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26 February 2019 3 min read

Autonomous vehicle technology heralds the next paradigm shift in energy

Ysanne Hills

Ysanne Hills
Director | Energy and Public Sector | London

The energy system is changing beyond recognition. It’s happening faster and faster, so much so, that as an industry, we’ve almost got used to paradigm shifts. But they are going to keep coming – and now is the time to start preparing for the next one.

A few years ago, we finally broke the sacrosanct rule – generation doesn’t have to be matched to demand in real-time – since then, advances in battery technology are such that we now have the ability to store electricity at scale. For networks, system operations and market players the impact of this change is unquestionably, huge. It’s also the reason that green energy can be cheap energy. With home batteries, solar and Electric Vehicles (EVs) this concept can be downsized too – you and I will be able to lower our energy bills and help power a green society.

As an industry, everyone has had a few years to start getting their heads around what flexible demand and generation on a single site means, and there are some hugely exciting business models developing. Regulators are fighting to keep up, and energy businesses are desperately trying to work out how value flows through this new system, and where they can play.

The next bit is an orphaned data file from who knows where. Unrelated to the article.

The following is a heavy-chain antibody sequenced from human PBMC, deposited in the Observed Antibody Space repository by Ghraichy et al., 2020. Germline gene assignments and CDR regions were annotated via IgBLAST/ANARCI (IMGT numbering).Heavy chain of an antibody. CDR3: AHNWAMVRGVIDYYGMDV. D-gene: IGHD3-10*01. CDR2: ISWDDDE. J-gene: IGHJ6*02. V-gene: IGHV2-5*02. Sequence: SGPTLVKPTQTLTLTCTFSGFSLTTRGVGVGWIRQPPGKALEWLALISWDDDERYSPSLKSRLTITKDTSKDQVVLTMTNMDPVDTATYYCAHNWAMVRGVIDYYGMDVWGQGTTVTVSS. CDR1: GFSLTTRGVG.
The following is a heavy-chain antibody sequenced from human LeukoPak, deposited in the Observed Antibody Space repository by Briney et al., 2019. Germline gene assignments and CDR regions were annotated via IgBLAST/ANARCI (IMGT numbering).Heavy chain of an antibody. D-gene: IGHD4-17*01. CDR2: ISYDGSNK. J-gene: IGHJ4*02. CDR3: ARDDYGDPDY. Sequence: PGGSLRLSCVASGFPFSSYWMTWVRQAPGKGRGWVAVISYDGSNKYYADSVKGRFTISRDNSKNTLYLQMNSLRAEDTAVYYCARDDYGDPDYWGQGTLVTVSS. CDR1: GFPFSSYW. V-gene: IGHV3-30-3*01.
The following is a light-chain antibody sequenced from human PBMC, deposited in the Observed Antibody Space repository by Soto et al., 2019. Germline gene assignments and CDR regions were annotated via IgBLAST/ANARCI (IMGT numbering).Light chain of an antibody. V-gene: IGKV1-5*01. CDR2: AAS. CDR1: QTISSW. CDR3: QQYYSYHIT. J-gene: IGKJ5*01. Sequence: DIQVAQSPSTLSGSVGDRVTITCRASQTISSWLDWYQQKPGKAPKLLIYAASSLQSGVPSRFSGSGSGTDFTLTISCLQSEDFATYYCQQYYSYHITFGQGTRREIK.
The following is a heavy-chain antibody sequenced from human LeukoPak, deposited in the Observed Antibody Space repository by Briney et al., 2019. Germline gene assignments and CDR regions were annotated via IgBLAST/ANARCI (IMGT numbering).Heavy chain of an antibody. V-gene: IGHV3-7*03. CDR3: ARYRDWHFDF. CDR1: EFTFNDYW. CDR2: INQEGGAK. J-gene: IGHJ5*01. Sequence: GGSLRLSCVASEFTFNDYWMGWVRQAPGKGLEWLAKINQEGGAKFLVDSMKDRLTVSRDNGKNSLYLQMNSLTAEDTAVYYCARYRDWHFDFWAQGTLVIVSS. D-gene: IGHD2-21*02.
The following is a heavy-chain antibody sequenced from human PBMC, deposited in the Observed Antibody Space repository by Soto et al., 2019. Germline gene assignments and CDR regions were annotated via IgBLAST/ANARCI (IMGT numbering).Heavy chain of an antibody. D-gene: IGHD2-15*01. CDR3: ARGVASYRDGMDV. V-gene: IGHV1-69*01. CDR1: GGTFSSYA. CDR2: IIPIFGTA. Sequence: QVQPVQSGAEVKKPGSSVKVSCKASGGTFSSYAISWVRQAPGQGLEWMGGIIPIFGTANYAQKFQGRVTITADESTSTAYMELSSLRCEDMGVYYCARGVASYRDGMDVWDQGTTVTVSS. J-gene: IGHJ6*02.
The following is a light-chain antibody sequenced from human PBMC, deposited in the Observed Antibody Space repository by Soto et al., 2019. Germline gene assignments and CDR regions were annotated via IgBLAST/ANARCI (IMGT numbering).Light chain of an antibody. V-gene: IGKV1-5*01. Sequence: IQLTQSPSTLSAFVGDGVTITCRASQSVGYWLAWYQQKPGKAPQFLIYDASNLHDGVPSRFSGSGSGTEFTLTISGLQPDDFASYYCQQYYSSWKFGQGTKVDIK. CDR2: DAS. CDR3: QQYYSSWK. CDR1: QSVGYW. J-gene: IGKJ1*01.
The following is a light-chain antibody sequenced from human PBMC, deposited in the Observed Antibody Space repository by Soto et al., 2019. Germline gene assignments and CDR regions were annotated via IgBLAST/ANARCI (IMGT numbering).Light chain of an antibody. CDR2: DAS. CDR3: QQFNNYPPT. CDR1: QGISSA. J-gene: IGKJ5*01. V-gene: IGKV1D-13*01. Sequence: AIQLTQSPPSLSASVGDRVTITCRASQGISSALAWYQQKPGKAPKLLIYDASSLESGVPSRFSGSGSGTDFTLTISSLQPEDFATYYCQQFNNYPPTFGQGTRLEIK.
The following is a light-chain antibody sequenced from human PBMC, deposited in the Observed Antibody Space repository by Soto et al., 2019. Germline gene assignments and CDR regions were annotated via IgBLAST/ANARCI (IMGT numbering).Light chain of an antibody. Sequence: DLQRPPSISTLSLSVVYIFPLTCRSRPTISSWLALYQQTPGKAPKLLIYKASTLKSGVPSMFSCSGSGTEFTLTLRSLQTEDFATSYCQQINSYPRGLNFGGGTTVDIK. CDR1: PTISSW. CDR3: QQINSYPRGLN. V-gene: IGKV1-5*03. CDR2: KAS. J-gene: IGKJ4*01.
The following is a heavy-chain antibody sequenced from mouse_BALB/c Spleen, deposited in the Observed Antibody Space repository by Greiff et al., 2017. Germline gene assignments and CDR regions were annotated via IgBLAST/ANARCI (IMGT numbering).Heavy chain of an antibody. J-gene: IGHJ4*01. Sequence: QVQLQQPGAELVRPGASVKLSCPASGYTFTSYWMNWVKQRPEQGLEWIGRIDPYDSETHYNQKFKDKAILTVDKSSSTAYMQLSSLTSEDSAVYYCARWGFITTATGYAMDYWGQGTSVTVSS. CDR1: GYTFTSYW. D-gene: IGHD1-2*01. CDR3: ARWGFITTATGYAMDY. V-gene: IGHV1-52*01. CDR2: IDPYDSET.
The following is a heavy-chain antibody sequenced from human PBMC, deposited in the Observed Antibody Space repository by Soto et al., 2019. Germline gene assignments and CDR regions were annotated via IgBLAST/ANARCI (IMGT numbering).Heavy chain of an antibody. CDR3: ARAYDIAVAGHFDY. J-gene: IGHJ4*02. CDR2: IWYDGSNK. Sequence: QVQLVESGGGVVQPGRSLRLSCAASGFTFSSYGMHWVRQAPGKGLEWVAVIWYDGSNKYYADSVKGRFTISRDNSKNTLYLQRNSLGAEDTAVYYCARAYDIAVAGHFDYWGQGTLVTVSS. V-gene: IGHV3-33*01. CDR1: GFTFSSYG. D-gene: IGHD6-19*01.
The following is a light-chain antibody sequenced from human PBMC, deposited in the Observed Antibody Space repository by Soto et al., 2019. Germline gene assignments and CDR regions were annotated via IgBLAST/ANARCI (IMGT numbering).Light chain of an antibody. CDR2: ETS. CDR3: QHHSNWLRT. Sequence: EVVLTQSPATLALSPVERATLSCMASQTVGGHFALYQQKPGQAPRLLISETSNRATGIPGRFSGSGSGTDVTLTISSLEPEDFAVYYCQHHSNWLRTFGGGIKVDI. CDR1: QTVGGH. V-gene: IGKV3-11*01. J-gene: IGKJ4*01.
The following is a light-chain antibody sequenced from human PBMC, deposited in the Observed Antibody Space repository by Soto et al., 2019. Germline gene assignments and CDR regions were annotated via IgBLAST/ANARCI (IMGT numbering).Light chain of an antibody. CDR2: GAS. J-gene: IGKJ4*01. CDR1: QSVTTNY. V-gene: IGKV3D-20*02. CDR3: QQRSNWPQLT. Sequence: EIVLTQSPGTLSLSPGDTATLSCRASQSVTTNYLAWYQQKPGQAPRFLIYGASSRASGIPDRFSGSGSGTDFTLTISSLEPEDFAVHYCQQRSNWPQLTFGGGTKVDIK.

And yet, already, the next shift can be seen on the horizon. Autonomous Vehicles (AVs) will change the way we think about energy all over again. First generation and supply at each site became flexible – now with AVs, sites themselves could move around.

AVs will be driven by a machine rather than a human driver, and so, when you add in Uber-style ride-hailing and highly reliable EV technology, you end up with a car that simply drives around all of the time, choosing the right area to be in, based on where demand is highest. Until it runs out of power and needs to recharge – here’s where the energy link comes in. What if the car could make money while it’s charging too?

Firstly, it could be anywhere in the country (based on who wanted to go where that day), what if instead of taking that last passenger, it diverted to an area of the network that is currently under strain – let’s assume it’s a sunny day and a whole street in Hampstead is generating vast quantities of solar power – it could plug in, charge up on low cost green power which otherwise might need to be curtailed to prevent the network going pop, meaning that less money needed to be spent reinforcing to take account of those solar installations. Even lower energy bills become possible.

To go one step further, rather than taking passengers the next day, maybe it’s more valuable for our little AV to drive a mile or two across town and put power into the local network (discharge its battery) – solving the problem of a small area of higher than expected demand (to support some building work or maybe, something more exiting like a festival…).

Transport and energy have always been fundamentally linked – that link is set to get much, much, stronger.